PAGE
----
Stenosis refers to the narrowing of the transits, in the spine, through which the nerves and the spinal cord travel. Stenosis leads to compression of the nerves and the spinal cord resulting in pain and numbness of the affected region. Depending on the location of stenosis, it can be classified into:
Foraminal stenosis: Stenosis of the neuroforamen results in compression of the spinal nerves roots. Neuroforamen are the empty spaces on either side of each vertebra, through which the spinal nerves travel to different parts of the body.
Central canal stenosis: The spinal canal is a hollow space, within the spinal column, created by the articulation of the different vertebrae; one over the other. It protects the spinal cord. The narrowing of this spinal canal may result in spinal cord compression which is known as central canal stenosis.
Depending on the region of the spine affected, stenosis is broadly classified into cervical stenosis (Neck) and lumbar stenosis (low back).
Stenosis is usually caused by osteoarthritis and degenerative changes in the spine, and is more common in adults above 50 years of age. These degenerative changes are part of the natural ageing process resulting from wear and tear with repetitive use and include herniated or bulging disc, degenerative disc disease, bony outgrowths (osteophytes) and thickening of the spinal ligaments, especially the ligamentum flavum, which may buckle and compress the nerves.
Some patients have a narrow spinal canal right from birth which is referred to as congenital spinal stenosis. A spinal injury, tumor or spine surgery may aggravate the condition.
The symptoms of stenosis vary depending on the area of the spine affected. Cervical stenosis results in neck pain, which may radiate to the shoulders, arms and hands and may also be associated with arm weakness. Lumbar spinal stenosis results in low back pain which may radiate to the buttocks and legs and may be associated with leg weakness. In either case patients may also experience numbness, tingling and pins and needles sensations.
Stenosis is a progressive condition and in severe cases it can cause bladder and bowel dysfunction or paralysis of the lower limbs (paraplegia).
A detailed medical history coupled with physical and neurological examination is essential for an accurate diagnosis. Neurological examination involves the evaluation of reflexes and muscle weakness and helps in identification of any injury. Your doctor may also order an X-ray, MRI or CT for confirmation of the diagnosis. A myelography may also be ordered for better visualization of the nerve compression.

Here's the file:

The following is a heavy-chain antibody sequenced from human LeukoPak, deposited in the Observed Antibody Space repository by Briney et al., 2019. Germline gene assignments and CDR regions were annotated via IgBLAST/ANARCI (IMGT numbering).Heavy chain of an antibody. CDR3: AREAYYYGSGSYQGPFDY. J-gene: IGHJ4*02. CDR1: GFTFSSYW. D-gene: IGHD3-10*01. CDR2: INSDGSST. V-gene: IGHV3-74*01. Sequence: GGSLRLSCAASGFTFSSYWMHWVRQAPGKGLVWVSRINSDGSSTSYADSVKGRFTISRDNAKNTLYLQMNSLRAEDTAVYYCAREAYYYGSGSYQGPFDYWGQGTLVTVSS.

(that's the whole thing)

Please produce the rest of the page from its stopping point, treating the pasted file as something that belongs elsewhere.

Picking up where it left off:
Non-surgical treatment is a preferred approach and includes pain medication such as non-steroidal anti-inflammatory drugs, physical therapy, muscle relaxants and spinal injections. Back braces may also recommend to keep the lower back still and reduce mechanical pain. Acupuncture may be effective in some cases.
Surgery is considered in patients with intolerable pain, spinal instability and neurologic dysfunction. The two commonly performed surgical procedures for treatment of stenosis are laminectomy and spinal fusion. Laminectomy increases the space around the spinal cord and /or spinal nerves by removing bone, bone spurs and ligaments compressing them. It is done either by an open surgery or a minimally invasive approach. In patients with spinal instability due to arthritis, spinal fusion may also be coupled with laminectomy. Spinal fusion involves permanent fusion of two vertebrae with instrumentation such as rods and screws to eliminate movement between them. Most patients undergoing surgery find significant respite in pain, after the procedure.
Consult your surgeon to clarify any concerns you have about stenosis or its management.
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